Early in the menstrual cycle, prolactin should also be drawn-before ovulation. That is because the levels of prolactin after ovulation are naturally higher.
There are various forms of prolactin, called isoforms or isotypes. Not all types cause fertility complications though they are all tested together on a standardized blood test for prolactin. For this reason, if a prolactin level returns elevated, it should be repeated with a more detailed test which individually looks at the different isoforms.

Causes of high prolactin levels

Prolactinoma (pituitary adenoma)

In some people, a small group of cells in the pituitary gland may develop a cyst that produces elevated prolactin levels. These cysts are called pituitary adenomas, or prolactinomas. Exactly how those cysts get started is unclear. Classification of the adenomas may be based on their size. Using MRI (magnetic resonance imaging) to display and measure the adenomas.
Small adenomas, called microadenomas. They measure in diameter less than one centimeter. This is the most prevalent type of adenoma found. Microadenomas can even occur in healthy people who don’t have high levels of prolactin. A medication may be used to treat microadenomas. They do not grow big and need not be treated when the hormone levels are normal.
Macroadenomas are considered adenomas greater than 1 centimeter. Macroadenomas may grow larger if untreated and start pressing on surrounding structures. The nearest structures are the nerves in the optics. Where a macroadenoma causes optic nerve compression, partial blindness can result. For this reason, treating macroadenomas is necessary whether a woman is interested in becoming pregnant or not.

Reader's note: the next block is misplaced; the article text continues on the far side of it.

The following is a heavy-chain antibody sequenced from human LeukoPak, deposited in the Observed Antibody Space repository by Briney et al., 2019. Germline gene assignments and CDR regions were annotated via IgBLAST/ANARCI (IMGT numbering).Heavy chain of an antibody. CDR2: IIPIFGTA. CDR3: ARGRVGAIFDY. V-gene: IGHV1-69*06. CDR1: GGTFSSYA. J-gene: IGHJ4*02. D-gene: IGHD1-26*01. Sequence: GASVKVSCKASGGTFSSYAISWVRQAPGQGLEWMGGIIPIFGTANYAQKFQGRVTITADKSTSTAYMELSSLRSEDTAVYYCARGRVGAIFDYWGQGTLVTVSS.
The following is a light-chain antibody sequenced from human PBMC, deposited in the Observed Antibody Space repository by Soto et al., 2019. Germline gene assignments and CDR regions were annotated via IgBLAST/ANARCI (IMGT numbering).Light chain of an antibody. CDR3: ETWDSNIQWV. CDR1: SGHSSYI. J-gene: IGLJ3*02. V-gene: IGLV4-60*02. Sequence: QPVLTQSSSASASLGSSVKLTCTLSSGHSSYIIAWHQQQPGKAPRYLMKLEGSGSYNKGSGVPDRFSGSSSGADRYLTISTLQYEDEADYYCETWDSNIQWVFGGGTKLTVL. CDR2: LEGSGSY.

Hypothyroidisation

If a woman has an underactive thyroid gland, the hypothalamus is a part of the brain that secretes hormones to try to stimulate the thyroid gland. Often this same hormone may cause the pituitary to produce excess prolactin. Treatment with supplements to the thyroid hormone can result in both thyroid and high levels of prolactin being corrected.
PCOS (Syndrome for the polycystic ovary)
PCOS is a common problem that prevents ovulation and can cause infertility. Some women with PCOS may have slightly elevated levels of prolactin, for unclear reasons.

Treatment of high prolactin levels

As noted above, levels of prolactin may also be rectified by stopping or transitioning to another drug. Hypothyroid treatment is also very effective. If prolactin levels are persistently high, a group of medications known as dopamine agonists can be used to effectively treat these.
Cabergoline (Dostinex)
Cabergoline is an important, affordable treatment for high levels of prolactin. Cabergoline is normally taken with a snack at bedtime. This is because Dostinex sometimes triggers stomach discomfort or dizziness. So take it before you go to sleep and every some side effects with the food. The side-effects usually cease with time anyway.